Why Beethoven: A Phenomenon in One Hundred Pieces

Product Details
$29.95  $27.85
Pegasus Books
Publish Date
6.34 X 9.32 X 1.06 inches | 1.09 pounds

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About the Author
Norman Lebrecht is the author of twelve works of non-fiction, including the international bestsellers The Maestro Myth, Why Mahler? and The Life and Death of Classical Music, which have been translated into seventeen languages. His first novel, The Song of Names, won a Whitbread Award and is now an award-winning film. He writes for the Spectator and the Wall Street Journal, and is working on his fourth novel. He lives in London. Follow him at @NLebrecht and visit normanlebrecht.com.
"A simultaneously entertaining and informative tour of Beethoven's work...An ideal guide to the master's wondrous achievements."

--Kirkus, starred review
"Norman Lebrecht has given us a lambent summing up of his adventures with Beethoven, deeply personal yet grounded in music that we know and love"--Tim Page, winner of the 1997 Pulitzer Prize for his music criticism in the Washington Post
"An incredibly fascinating personal search for Beethoven's personality, his legacies and relevance. Lots of details and facts were new to me; many of the chapters provoked me to think even further, beyond the music and philosophy of this titan."--Vasily Petrenko, Music Director of the Royal Philharmonic Orchestra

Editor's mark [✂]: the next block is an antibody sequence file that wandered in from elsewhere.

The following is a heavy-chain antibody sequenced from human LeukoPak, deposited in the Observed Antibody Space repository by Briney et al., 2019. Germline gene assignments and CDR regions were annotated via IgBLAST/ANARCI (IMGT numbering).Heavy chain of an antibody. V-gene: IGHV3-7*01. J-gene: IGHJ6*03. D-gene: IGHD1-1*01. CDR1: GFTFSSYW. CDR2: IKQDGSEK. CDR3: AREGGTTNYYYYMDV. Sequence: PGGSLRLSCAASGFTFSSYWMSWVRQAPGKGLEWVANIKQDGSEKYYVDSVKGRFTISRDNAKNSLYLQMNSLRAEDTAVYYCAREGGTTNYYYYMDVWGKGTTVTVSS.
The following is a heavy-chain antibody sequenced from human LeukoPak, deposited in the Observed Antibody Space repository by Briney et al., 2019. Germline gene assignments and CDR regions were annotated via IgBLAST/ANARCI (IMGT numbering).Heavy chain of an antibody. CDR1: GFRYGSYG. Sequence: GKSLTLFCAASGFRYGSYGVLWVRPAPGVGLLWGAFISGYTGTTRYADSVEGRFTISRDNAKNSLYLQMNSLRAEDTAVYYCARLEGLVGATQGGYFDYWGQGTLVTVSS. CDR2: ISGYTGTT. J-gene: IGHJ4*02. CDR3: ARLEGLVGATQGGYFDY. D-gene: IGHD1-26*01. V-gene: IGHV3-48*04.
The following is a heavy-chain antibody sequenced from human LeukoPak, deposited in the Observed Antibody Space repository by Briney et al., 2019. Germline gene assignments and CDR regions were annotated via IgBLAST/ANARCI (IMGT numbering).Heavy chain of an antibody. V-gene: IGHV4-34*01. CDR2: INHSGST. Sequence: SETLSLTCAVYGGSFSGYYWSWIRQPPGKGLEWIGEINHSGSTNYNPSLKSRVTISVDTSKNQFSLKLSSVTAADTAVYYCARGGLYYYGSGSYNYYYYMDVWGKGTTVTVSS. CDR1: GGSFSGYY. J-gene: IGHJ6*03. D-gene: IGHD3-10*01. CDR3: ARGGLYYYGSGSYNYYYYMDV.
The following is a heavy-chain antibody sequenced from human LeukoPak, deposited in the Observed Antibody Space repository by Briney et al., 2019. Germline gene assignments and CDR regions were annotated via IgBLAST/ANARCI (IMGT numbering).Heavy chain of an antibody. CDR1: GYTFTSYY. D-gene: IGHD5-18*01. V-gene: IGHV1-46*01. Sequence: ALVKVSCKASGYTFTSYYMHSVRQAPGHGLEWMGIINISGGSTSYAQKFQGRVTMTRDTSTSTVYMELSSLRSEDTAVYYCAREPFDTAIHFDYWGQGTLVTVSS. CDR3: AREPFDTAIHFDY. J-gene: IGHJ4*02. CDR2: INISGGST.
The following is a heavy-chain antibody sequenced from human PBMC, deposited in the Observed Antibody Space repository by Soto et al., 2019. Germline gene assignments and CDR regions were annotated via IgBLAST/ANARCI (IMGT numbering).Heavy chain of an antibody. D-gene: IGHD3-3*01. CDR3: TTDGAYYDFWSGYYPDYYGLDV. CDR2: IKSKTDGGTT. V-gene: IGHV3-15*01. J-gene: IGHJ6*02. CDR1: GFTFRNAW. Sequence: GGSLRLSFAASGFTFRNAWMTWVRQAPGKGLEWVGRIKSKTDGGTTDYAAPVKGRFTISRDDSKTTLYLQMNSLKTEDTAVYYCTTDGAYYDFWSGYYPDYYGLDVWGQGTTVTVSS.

"Norman Lebrecht, in his remarkable book, shows that Beethoven has as much relevance as he always had - maybe even more in these crazy times."--Franz Welser-Möst, Music Director of the Cleveland Orchestra
"From one of our most prolific and wide-ranging writers on music, here is a connoisseur's guide to Beethoven recordings fleshed out with vivid bits of biography and memoir."--Jan Swafford, author of Beethoven: Anguish and Triumph
"Lebrecht demonstrates that language need not end where music begins. Illuminating and uplifting."--Gabriela Montero, pianist and composer
"One heck of an enjoyable read." --BBC Music Magazine
"Why Beethoven is a provocatively illuminating, occasionally scandalous survey of the recordings that shaped Beethoven's life. It makes for an exhilarating narrative that in its wake also raises several divisive cultural issues."--Strings Magazine
"Mr. Lebrecht's reflections are as predictable as Beethoven's music: which is to say, not at all. His chapter on the 'Kreutzer' violin sonata, one of the great chamber works of Western music, should earn him the gratitude of classical musicians everywhere."

--Wall Street Journal
"Norman Lebrecht has turned his attention to Beethoven, and in a way that no one has done before. Lebrecht has had the idea of taking 100 pieces, briefly describing their origins and character, and then critically examining, and recommending, recordings of them. You want to build a Beethoven library? There can be no better starting point. You want to expand your existing collection? This book is for you. Not just the familiar works -- symphonies and piano concertos -- but lesser known chamber pieces, and even songs and musical quips. Not many Beethoven books tell you about the 30-second musical joke 'Schuppanzigh ist ein Lump'. Lebrecht does. Few chapters are more than a couple of pages long. Bite-sized Beethoven. Brilliant idea."--John Suchet, Classic FM presenter